National Nutrition month recognized in March

National+Nutrition+month+recognized+in+March

Marlenn J. Orozco, Staff Photographer

In order to stop bad eating habits that may produce Type 2 Diabetes or heart conditions, The American Dietetic Association is sponsoring the National Nutrition Campaign that will commence this month. The association took interest in the nutrition of schools nationally to prevent diseases that being overweight may cause.

Sharon Kim, Parents & Teachers Editor

Across the United States, the American Dietetic Association has begun its annual March National Nutrition campaign to promote proper food choices and exercise and improve the health of students.

Excessive junk food consumption reigns among children and adolescents. With a McDonalds on every street corner, students learn bad eating habits at a young age—habits that are difficult to break. Many students even feel that the school is not providing healthy foods, as a great number on campus purchase Gatorades and Hot Cheetos on a daily basis at snack.

“It’s so hard for kids not to just walk over to the nearest McDonalds and buy a cheeseburger when they’re hungry,” senior Melissa Lopez said. “It’s convenient, and it tastes good, but it’s not healthy.”

Childhood obesity and its subsequent health problems have doubled in the past thirty years in America. Children and teens nowadays are at an increased risk for Type-2 Diabetes, a potentially fatal condition. They may develop Sleep Apnea, in which a person stops breathing while sleeping, that may affect their learning abilities and memory. Liver diseases, asthma, and bone structure problems are also more common in obese students, and as the majority of obese teens retain their weight to adulthood, they will face increased risk of heart diseases.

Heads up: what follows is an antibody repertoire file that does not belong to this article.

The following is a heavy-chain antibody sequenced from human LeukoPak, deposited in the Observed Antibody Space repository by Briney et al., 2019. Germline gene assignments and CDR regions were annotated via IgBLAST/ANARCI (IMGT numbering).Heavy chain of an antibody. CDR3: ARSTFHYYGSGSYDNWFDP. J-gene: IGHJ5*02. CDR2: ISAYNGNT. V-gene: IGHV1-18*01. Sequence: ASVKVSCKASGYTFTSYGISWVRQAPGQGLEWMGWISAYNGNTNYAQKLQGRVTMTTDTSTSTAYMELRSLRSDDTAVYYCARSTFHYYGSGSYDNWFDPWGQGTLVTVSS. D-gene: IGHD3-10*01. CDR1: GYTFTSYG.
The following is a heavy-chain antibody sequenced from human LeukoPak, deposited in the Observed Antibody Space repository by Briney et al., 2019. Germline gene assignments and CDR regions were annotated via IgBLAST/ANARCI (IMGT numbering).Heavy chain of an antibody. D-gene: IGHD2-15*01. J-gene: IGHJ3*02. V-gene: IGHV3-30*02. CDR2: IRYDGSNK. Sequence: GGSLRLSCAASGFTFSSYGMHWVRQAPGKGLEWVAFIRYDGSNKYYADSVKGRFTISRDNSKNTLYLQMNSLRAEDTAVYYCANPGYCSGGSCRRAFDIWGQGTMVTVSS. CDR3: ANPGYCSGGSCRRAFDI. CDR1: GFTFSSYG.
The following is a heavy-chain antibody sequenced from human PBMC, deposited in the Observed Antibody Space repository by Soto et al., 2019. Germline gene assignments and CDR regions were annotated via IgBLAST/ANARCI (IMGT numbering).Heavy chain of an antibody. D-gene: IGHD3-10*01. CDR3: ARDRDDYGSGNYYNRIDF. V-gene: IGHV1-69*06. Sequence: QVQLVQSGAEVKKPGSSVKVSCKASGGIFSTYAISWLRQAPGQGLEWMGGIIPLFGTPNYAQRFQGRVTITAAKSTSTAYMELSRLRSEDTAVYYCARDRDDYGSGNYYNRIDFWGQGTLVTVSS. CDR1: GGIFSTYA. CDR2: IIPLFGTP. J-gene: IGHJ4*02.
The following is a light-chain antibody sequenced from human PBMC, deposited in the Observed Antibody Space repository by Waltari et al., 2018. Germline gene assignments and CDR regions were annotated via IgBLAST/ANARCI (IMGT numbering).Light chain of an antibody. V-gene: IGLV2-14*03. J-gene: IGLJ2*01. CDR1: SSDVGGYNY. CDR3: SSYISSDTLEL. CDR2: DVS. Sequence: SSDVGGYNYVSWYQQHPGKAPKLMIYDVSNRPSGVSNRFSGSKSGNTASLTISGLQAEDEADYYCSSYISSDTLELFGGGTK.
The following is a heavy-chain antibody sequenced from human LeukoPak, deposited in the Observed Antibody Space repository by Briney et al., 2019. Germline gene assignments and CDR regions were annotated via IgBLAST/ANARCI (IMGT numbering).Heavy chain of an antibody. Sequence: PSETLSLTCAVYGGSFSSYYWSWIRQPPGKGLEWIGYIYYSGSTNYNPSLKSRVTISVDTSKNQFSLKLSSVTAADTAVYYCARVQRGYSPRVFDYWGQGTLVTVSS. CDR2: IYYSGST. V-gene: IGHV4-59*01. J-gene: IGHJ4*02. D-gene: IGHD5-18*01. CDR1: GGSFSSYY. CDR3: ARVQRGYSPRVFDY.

“I have a history of diabetes in my family, so I have to be extra careful about what I eat. My mom’s side has a history of Type 1, and my dad’s side has Type 2. I don’t want to develop diabetes too,” senior Anyssa Aguilar said.

The American Dietetic Association has observed this alarming increase in student obesity; they have begun a campaign to end the increasing health problems of the future generation. This month, the association is encouraging parents and their children to adopt healthier eating habits. Instead of dining on fast food or high-fat foods, a family should eat more vegetables and whole grains to foster muscle growth instead of fat gain. The organization is also encouraging an increase in exercise, as today’s youth is prone to excessive weight gain due to inactivity. The ADA has even advertised on a giant electronic billboard in New York’s Times Square that says “Eat Right with Color.”

“It’s better to eat foods that are green, red, and colorful,” senior Michael Cardenas said. “If a plate is brown, it probably has a lot of high-fat and high-carb foods.”

High school students have long lives ahead of them. Though the school has not introduced “Eat Right with Color” to the student body, hopefully Vikings will take the initiative and be more self-conscious of maintaining a more fit appearance, healthy body, and extended lifespan.